So, just to sketch the routes of the inner city mass transit on the west, it could go along Church, Demonbreun, 18th, 21st, Grand, 20th, Wedgewood, 31st, Charlotte etc.

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Great post PhofKS. Very thoughtful. Boston seems like a great town, but probably way too cold for the likes of me. Did you get any pics of the "Big Dig?" What's the status of whatever it is they're doing there? Man, how awesome would it be if Nashville grew some tremendous nuts (can I type that?) and blew up the inner loop? The Plan of Nashvlle has some great drawings and descriptions of how to transform this incredibly divisive thing (my vocabulary is somewhat limited right now) into great urban elements.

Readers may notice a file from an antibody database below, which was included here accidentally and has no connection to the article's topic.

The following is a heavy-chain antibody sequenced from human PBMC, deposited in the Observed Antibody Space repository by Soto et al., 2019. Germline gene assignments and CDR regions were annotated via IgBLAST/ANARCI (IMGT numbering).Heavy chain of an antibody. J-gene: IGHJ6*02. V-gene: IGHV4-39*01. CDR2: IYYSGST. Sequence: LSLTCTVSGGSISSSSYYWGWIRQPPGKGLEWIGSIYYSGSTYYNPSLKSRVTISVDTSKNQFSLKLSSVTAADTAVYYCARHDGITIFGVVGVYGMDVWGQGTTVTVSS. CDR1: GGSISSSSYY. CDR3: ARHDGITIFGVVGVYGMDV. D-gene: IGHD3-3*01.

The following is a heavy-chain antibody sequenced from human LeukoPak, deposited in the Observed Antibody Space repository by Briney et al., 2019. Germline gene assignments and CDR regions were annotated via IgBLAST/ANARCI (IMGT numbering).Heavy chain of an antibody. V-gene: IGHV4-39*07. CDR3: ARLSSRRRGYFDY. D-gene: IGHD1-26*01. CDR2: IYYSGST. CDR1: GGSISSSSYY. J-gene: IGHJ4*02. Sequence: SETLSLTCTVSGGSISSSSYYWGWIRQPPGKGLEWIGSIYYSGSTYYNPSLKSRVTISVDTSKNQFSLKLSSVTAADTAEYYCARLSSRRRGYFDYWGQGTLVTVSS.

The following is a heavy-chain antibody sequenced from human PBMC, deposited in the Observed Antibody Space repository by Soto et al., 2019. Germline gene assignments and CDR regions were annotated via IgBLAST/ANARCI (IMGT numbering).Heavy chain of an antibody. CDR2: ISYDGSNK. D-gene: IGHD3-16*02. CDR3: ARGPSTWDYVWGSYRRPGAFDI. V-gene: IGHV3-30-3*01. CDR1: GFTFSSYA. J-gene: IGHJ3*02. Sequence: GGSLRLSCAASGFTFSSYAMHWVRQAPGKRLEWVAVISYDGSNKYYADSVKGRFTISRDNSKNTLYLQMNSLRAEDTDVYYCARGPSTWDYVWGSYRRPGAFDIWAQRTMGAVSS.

I ran across a Flikr tour of an abandoned elevated rail track that goes through Manhattan. It's all grown over with weeds, grass, bushes and all kinds of urban detritus. It's illegal to trespass on it, but people find a way to access it and a couple folks did this great photo tour of it. If I can find the link, if its still available, i'll post it here. Also, there is a section of it that NYC is turning into a park. I can't remember if I've read anything about it here, and again, if I find some links, I'll offer them.

Back to the interstate in Nashville, does anyone here have any demolitions expertise?

Here's the link to the Flickr tour.

High Line

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Why are people against LRT in Nashville??? Just a question of course.

Cost. Look at the Sounds stadium and how long it took to get a consensus on $40 million. I think I've heard Portland's LRT costs somewhere near a billion per mile. Charlotte's looked to be more reasonable.